Improving Workforce Cybersecurity Behaviors
Since 2004, October has been designated as National Cyber Security Awareness Month (NCSAM). Many organizations use this as an opportunity to roll out annual cybersecurity training to their entire workforce. But is that training effective in initiating the behavior changes that keep your organization safe? What approaches can give you a better shot at building cybersecurity awareness and keeping it top of mind when employees are presented with a real threat? Here are some ideas to consider.
Focus on performance
To change behaviors, know what you want people to do when presented with a cybersecurity threat. Too often, cybersecurity training concentrates on technical topics, such as the names of the various attack techniques, without giving learners examples and practice with real-life situations that occur. Show learners what they will see during an attack. Present them with attack scenarios, asking them to evaluate and respond to the situation. Your employees do not need to be able to define phishing, but they do need to be able to recognize the techniques used to obtain sensitive information and take appropriate action when they see it happening.
Engage your employees
Compliance training is often dull and boring, causing employees to simply click through digital learning as quickly as possible or lose interest during facilitated sessions. Use stories, such as recent data breaches, and case studies to gain and maintain interest in your learning assets and events. Visually appealing materials, animations, and short video clips in digital learning can capture learners’ attention. Active discussions in facilitated events can keep learners engaged.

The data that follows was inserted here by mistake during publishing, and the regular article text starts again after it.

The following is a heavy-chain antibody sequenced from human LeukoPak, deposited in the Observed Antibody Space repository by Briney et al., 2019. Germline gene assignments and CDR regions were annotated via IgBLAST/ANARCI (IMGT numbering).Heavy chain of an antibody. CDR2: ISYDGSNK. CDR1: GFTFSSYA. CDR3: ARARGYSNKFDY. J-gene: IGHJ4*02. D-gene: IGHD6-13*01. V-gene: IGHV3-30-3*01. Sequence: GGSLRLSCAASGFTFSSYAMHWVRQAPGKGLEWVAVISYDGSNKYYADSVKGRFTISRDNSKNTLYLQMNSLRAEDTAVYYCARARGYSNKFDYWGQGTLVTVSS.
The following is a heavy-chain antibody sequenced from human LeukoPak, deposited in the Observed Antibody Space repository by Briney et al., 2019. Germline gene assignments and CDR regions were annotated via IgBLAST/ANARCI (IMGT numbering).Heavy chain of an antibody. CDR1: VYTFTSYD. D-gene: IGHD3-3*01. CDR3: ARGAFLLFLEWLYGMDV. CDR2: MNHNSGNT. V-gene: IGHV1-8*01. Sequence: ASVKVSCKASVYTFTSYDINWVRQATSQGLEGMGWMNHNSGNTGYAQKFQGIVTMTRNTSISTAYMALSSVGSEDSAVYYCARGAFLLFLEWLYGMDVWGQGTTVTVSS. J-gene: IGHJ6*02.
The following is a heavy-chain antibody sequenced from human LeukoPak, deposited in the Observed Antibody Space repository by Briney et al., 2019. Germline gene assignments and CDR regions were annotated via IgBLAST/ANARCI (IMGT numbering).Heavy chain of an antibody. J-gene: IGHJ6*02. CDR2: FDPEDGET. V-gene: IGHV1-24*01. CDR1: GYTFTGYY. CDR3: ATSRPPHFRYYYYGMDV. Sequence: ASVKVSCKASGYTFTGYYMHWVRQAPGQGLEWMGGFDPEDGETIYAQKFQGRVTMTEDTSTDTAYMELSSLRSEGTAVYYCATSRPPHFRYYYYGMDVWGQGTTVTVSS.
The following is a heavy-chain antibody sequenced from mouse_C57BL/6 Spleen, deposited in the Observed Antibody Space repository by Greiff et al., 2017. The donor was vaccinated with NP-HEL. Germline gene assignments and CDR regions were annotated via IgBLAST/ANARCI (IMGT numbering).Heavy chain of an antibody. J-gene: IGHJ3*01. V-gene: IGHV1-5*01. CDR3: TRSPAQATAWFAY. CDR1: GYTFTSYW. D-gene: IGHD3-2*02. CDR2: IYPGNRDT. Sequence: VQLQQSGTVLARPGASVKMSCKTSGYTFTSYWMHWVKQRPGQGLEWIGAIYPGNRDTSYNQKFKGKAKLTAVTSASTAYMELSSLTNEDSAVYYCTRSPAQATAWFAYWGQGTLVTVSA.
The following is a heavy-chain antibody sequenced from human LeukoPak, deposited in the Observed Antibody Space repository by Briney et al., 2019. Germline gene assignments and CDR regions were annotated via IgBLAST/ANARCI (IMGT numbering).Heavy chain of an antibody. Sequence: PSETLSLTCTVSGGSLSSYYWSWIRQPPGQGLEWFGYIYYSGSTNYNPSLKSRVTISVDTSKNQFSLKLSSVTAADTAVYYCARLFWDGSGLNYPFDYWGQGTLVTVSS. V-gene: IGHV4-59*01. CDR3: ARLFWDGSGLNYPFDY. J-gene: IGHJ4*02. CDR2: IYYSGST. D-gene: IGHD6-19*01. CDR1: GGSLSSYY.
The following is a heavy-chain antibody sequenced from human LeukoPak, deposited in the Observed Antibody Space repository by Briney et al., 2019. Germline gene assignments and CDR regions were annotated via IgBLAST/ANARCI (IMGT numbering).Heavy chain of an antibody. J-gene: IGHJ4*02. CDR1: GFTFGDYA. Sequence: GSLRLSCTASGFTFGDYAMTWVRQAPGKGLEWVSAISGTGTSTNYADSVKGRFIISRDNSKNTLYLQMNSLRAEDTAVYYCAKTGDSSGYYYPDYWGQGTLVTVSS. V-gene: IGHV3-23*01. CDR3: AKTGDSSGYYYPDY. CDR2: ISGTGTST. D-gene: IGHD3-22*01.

Make it personal
Make learning relevant to your audience by showing them why it is personally important to protect themselves and the organization from outside threats. Share the consequences of unsafe computing. If you are not comfortable discussing issues that have occurred in your own organization, there are plenty of well-publicized examples of how attacks have hurt other businesses. Ask employees to take personal responsibility for cybersecurity to protect themselves and the company. For example, you can ask employees if they have ever been affected by a virus or some other cybersecurity issue and how that changed their behaviors. Encourage employees to audit their own behaviors to identify ways to reduce risks and improve security.
Space it out
Learning professionals know that a single intervention once a year is insufficient to drive learning retention and behavior change. Research confirms that spaced repetition leads to better learning retention. Use Cybersecurity Month to kick off a year-long program that aims to foster a cybersecurity mindset in all your employees. Consider creating a series of short discussion guides on a variety of topics that managers can use during regularly scheduled meetings with their employees to reinforce formal training programs. Conduct “lunch and learn” events in cafeterias to reinforce cybersecurity training. Create infographic posters for common areas that share cybercrime data and case studies, emphasizing what those crimes cost organizations and individuals. Send out alerts for new threats found either in your own company or those seen in other organizations. Keep cybersecurity top of mind to create an informed, alert, diligent workforce.
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